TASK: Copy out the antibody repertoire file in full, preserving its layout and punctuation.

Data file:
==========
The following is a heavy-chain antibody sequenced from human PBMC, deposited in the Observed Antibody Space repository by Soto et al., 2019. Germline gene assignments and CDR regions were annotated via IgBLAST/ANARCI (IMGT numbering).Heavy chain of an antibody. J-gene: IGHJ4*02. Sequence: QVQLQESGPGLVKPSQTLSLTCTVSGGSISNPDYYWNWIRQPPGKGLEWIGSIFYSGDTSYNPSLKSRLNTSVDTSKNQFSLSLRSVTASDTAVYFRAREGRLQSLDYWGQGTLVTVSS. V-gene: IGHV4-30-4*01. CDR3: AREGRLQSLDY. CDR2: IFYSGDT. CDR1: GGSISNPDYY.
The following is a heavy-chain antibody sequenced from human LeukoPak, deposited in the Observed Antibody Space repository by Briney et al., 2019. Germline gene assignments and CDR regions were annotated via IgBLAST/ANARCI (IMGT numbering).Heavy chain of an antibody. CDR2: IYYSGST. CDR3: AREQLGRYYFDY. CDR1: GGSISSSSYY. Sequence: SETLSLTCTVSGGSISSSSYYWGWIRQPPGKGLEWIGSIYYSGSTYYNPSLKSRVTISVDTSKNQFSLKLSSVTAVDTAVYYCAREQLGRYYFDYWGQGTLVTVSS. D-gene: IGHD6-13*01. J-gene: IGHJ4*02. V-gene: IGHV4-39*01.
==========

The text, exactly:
The following is a heavy-chain antibody sequenced from human PBMC, deposited in the Observed Antibody Space repository by Soto et al., 2019. Germline gene assignments and CDR regions were annotated via IgBLAST/ANARCI (IMGT numbering).Heavy chain of an antibody. J-gene: IGHJ4*02. Sequence: QVQLQESGPGLVKPSQTLSLTCTVSGGSISNPDYYWNWIRQPPGKGLEWIGSIFYSGDTSYNPSLKSRLNTSVDTSKNQFSLSLRSVTASDTAVYFRAREGRLQSLDYWGQGTLVTVSS. V-gene: IGHV4-30-4*01. CDR3: AREGRLQSLDY. CDR2: IFYSGDT. CDR1: GGSISNPDYY.
The following is a heavy-chain antibody sequenced from human LeukoPak, deposited in the Observed Antibody Space repository by Briney et al., 2019. Germline gene assignments and CDR regions were annotated via IgBLAST/ANARCI (IMGT numbering).Heavy chain of an antibody. CDR2: IYYSGST. CDR3: AREQLGRYYFDY. CDR1: GGSISSSSYY. Sequence: SETLSLTCTVSGGSISSSSYYWGWIRQPPGKGLEWIGSIYYSGSTYYNPSLKSRVTISVDTSKNQFSLKLSSVTAVDTAVYYCAREQLGRYYFDYWGQGTLVTVSS. D-gene: IGHD6-13*01. J-gene: IGHJ4*02. V-gene: IGHV4-39*01.